by Brian Hioe
Photo Credit: VOA/CC
HONG KONG Legislative Council (LegCo) president Andrew Leung announced earlier this afternoon that voting on the proposed extradition bill will be delayed until Thursday of next week. Leung stated that this will allow for 66 hours of discussion about the bill, which he claims is ample time to hear dissenting opinions about the bill, though it is to be noted that the bill could still be voted on sooner.
At the same time, with extension of discussion of extradition bill, this can also be seen as accelerating the timeline of the bill publicly, though this will be framed as allowing more time for discussion. Immediately after Leung made this announcement, Au Nok-hin, Eddie Chu, Gary Fan, Jeremy Tam, and Lam Cheuk-ting dropped a banner in the LegCo chambers demonstrating against the bill.
With protests planned for tomorrow as well as possibly later tonight, it is likely that Leung made the announcement in order to drag on the legislative proceedings for the bill. Leung and other members of the pro-Beijing camp may hope to prolong the legislative process for the bill, hoping that if protests take place they will be of reduced intensity.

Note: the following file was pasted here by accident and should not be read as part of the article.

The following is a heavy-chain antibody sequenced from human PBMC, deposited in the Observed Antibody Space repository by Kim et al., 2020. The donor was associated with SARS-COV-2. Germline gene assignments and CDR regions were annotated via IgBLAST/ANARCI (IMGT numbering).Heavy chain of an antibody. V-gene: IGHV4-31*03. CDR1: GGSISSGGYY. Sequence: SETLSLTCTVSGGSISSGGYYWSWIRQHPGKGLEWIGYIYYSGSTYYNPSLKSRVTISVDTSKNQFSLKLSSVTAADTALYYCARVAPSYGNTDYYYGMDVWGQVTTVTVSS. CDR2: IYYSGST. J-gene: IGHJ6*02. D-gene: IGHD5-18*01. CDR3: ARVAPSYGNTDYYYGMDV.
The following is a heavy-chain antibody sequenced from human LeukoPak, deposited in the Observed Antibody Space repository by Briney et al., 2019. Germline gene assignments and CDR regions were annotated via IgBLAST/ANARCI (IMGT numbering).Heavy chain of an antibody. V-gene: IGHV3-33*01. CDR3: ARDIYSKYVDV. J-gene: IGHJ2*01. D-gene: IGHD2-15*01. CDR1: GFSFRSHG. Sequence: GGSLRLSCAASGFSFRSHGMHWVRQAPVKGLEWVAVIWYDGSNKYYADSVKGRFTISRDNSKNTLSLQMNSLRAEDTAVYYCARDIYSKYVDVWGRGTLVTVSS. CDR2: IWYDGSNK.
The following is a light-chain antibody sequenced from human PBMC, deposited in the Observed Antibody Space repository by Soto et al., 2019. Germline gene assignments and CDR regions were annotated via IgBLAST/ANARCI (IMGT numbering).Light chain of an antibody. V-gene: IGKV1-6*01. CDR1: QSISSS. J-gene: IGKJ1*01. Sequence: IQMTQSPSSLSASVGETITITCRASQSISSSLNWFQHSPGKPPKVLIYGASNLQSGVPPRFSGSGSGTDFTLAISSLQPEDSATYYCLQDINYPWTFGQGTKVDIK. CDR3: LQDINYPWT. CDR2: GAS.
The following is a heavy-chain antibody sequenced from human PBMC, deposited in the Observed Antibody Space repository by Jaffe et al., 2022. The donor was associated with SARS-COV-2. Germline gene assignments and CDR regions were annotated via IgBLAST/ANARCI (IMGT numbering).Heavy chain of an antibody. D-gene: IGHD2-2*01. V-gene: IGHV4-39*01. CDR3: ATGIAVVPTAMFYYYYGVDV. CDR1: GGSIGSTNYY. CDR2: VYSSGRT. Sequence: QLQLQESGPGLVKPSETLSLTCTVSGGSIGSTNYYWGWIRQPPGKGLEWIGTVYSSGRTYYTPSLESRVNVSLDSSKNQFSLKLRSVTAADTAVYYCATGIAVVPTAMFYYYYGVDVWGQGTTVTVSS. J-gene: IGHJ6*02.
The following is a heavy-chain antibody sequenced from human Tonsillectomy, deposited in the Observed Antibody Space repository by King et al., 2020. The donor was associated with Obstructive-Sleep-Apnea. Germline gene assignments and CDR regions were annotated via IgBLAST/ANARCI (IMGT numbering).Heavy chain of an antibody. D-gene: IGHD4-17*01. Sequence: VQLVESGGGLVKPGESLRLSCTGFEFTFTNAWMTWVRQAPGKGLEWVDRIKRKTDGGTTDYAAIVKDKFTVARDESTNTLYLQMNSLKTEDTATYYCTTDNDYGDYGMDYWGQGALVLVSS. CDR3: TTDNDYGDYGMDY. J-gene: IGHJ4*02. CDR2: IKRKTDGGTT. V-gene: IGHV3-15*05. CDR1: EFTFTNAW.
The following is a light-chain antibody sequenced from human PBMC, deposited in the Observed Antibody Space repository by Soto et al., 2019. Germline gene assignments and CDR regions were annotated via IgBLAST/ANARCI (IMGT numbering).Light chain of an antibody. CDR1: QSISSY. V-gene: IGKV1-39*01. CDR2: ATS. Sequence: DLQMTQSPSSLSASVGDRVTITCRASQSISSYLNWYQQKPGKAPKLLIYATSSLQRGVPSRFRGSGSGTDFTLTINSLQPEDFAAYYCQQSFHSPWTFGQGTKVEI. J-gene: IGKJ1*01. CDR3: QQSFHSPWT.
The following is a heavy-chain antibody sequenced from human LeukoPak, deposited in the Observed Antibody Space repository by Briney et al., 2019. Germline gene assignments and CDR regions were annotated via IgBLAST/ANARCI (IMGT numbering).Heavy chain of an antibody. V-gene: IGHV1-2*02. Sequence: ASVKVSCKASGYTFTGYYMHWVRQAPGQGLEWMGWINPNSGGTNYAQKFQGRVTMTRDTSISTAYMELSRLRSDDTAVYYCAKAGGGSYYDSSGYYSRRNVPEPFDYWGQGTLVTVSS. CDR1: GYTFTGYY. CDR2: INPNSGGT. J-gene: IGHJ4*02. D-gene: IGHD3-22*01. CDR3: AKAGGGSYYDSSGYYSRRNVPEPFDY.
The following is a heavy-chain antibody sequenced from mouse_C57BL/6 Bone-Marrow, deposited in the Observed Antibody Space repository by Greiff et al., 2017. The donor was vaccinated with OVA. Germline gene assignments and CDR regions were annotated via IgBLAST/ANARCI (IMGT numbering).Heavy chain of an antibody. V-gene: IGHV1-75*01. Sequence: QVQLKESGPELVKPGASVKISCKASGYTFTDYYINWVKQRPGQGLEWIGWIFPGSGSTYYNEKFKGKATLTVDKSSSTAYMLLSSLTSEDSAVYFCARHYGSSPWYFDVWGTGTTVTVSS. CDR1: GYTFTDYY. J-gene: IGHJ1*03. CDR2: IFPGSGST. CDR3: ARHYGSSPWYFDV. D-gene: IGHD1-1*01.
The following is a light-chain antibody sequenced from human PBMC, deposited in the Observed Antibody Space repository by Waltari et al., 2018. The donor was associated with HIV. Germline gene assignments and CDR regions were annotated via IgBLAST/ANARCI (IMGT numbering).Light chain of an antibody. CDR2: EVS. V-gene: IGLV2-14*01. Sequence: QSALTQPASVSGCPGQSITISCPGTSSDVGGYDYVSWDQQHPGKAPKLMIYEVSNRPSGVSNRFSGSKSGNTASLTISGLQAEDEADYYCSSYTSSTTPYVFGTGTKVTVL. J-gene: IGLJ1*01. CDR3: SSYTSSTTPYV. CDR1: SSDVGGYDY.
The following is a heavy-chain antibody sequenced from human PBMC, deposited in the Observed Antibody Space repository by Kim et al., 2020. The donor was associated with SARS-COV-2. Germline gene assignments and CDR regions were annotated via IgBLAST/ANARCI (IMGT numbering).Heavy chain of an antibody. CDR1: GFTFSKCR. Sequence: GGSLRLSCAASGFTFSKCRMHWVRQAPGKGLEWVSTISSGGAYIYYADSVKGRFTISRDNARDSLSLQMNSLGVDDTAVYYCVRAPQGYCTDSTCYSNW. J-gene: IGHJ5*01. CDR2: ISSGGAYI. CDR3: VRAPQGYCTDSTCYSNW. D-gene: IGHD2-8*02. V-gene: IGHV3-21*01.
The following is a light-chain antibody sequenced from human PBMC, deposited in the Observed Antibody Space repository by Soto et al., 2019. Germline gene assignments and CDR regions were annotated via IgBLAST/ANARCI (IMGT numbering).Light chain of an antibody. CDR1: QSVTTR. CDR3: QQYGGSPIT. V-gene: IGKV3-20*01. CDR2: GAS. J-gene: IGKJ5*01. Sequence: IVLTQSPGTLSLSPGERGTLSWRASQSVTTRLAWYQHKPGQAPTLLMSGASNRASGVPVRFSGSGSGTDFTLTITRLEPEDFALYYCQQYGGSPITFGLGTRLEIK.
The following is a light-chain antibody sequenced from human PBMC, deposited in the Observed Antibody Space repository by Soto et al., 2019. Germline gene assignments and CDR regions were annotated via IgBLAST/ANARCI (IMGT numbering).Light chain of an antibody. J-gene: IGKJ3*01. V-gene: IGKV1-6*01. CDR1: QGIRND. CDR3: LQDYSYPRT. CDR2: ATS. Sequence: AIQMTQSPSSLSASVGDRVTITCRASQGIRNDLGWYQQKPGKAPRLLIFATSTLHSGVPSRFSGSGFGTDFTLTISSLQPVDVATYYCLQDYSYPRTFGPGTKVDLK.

After all, the fight against the passage of the extradition bill has been framed by pro-democracy activists as Hong Kong’s “last stand”. This sense of crisis regarding the deterioration of Hong Kong’s political freedoms has been galvanizing of the Hong Kong public. This is why over one million demonstrators would take to the streets last Sunday—this total representing around one in seven residents of Hong Kong.
To this extent, the pro-Beijing camp may be hoping to present itself as calm, rationale, and transparent in allowing for discussion of the bill before passing it, in the knowledge that forcefully pushing the bill through could be angering of the public. One thinks of the public outrage in Taiwan after the CSSTA cross-straits trade agreement with China was pushed through in under 30 seconds by circumventing legislative oversight procedures, the so-called “Chang Ching-chung incident”, named after the KMT legislator who carried out these actions to ram the bill through. The incident provoked the monthlong occupation of the legislature that later came to be known as the Sunflower Movement.